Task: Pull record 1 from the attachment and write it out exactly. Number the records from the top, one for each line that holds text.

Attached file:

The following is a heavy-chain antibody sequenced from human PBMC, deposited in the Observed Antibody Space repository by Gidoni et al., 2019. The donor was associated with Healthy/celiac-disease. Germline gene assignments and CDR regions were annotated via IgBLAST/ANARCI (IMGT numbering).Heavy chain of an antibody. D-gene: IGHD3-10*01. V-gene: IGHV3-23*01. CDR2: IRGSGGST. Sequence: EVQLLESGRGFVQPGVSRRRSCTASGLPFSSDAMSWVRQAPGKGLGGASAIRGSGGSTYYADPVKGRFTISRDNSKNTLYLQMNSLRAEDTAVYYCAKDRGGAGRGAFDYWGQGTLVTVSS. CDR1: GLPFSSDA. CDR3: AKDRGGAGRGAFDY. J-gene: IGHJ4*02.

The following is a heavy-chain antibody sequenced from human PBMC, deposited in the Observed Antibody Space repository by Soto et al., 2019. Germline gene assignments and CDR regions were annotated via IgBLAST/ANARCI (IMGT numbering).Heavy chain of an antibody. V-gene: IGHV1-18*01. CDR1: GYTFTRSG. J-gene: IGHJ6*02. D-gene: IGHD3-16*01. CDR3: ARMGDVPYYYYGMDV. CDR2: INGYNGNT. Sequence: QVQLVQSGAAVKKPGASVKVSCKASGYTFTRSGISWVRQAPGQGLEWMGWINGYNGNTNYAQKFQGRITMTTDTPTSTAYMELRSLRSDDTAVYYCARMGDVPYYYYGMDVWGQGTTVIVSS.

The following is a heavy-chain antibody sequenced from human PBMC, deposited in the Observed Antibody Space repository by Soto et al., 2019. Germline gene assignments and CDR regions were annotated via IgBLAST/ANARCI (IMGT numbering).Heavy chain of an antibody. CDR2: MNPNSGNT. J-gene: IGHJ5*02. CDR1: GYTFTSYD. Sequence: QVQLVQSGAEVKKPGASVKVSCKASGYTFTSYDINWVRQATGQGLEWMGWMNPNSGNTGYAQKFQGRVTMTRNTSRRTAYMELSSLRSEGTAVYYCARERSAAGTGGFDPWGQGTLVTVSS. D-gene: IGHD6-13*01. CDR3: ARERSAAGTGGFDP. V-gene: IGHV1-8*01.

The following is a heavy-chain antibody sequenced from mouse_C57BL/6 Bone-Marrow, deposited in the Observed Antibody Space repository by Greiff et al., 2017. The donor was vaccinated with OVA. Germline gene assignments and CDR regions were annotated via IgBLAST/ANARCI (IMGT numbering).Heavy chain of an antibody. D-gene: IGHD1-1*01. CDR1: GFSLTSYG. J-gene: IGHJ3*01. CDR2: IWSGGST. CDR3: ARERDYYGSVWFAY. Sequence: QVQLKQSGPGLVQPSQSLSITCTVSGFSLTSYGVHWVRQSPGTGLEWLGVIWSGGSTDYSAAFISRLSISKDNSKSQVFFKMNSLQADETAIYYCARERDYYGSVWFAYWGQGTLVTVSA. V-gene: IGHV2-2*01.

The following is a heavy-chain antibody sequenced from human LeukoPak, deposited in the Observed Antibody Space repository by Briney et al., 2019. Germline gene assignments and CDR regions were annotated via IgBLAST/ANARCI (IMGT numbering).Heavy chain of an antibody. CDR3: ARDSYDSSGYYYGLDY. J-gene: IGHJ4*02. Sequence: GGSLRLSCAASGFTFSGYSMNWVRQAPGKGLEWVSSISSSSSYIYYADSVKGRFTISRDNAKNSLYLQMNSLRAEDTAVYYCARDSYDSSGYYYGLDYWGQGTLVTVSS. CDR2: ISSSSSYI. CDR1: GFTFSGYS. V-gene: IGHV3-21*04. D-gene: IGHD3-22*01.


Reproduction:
The following is a heavy-chain antibody sequenced from human PBMC, deposited in the Observed Antibody Space repository by Gidoni et al., 2019. The donor was associated with Healthy/celiac-disease. Germline gene assignments and CDR regions were annotated via IgBLAST/ANARCI (IMGT numbering).Heavy chain of an antibody. D-gene: IGHD3-10*01. V-gene: IGHV3-23*01. CDR2: IRGSGGST. Sequence: EVQLLESGRGFVQPGVSRRRSCTASGLPFSSDAMSWVRQAPGKGLGGASAIRGSGGSTYYADPVKGRFTISRDNSKNTLYLQMNSLRAEDTAVYYCAKDRGGAGRGAFDYWGQGTLVTVSS. CDR1: GLPFSSDA. CDR3: AKDRGGAGRGAFDY. J-gene: IGHJ4*02.